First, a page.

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Canku Ota
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(Many Paths)
An Online Newsletter Celebrating Native America
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Favorite Sites
collected by Paul and Vicki

Support Skwomesh Language House
The Skwomesh Language Academy creates online practice exercises, instructional videos, & private classes of the Skwomesh Language. To learn our language through our online videos, make a donation to our academy through our Patreon campaign. Every week, every month, all the time we are creating language lessons, how to say videos, and more.

A New Hope for a New Wild
A New Hope for a New Wild is a fresh online experience that showcases our hope for the future. The New Wild is a place where we are finding ways for people and nature to flourish together -- and where saving nature means saving ourselves.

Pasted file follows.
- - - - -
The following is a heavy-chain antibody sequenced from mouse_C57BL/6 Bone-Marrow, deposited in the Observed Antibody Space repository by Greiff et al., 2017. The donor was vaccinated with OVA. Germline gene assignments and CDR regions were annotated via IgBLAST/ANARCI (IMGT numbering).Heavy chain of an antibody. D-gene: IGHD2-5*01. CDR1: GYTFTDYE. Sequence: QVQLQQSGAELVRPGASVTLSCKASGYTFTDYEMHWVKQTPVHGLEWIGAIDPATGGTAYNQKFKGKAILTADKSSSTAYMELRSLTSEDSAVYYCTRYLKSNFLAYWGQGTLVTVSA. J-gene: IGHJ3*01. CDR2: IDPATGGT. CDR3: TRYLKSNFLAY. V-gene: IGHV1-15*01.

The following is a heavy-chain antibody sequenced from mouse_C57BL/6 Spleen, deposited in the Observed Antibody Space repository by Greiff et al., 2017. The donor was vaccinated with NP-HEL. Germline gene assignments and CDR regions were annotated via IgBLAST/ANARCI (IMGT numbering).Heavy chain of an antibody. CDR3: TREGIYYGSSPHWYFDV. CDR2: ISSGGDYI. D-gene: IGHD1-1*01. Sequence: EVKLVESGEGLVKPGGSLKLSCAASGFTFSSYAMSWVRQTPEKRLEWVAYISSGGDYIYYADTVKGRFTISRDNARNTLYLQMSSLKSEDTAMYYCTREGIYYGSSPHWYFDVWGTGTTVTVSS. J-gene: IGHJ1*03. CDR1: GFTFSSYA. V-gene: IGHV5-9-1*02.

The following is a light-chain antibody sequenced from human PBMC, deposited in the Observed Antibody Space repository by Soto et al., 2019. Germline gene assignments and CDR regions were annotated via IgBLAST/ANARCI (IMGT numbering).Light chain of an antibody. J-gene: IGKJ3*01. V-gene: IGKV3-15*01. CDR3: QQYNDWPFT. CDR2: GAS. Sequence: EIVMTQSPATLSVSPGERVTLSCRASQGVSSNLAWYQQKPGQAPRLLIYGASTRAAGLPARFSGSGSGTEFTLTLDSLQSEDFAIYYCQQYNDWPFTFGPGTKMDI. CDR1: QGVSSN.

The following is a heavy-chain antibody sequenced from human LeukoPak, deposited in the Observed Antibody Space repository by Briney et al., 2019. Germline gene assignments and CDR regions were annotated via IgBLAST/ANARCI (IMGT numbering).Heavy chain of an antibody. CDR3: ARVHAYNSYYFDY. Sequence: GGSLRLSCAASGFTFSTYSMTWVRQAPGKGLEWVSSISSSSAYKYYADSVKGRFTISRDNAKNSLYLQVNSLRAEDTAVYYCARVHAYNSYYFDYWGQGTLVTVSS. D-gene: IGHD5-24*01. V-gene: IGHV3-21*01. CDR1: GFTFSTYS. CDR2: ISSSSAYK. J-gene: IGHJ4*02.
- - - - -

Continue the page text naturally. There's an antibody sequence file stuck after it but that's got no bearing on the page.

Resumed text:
The Alaska Native Science & Engineering Program
ANSEP™ has evolved into a longitudinal education model that provides a continuous string of components beginning with students in sixth grade and on through high school, into science and engineering undergraduate degree programs and through graduate school to the PhD.
Since 1998, First Nations Films creates and distributes award-winning television documentary films for, by and about Indigenous people - Sharing Our Stories! Our exclusive programs are distributed to broadcasters, schools, libraries, universities and other individuals and institutions throughout the world.
Hopi Katsina Carvings by Mavasta Honyouti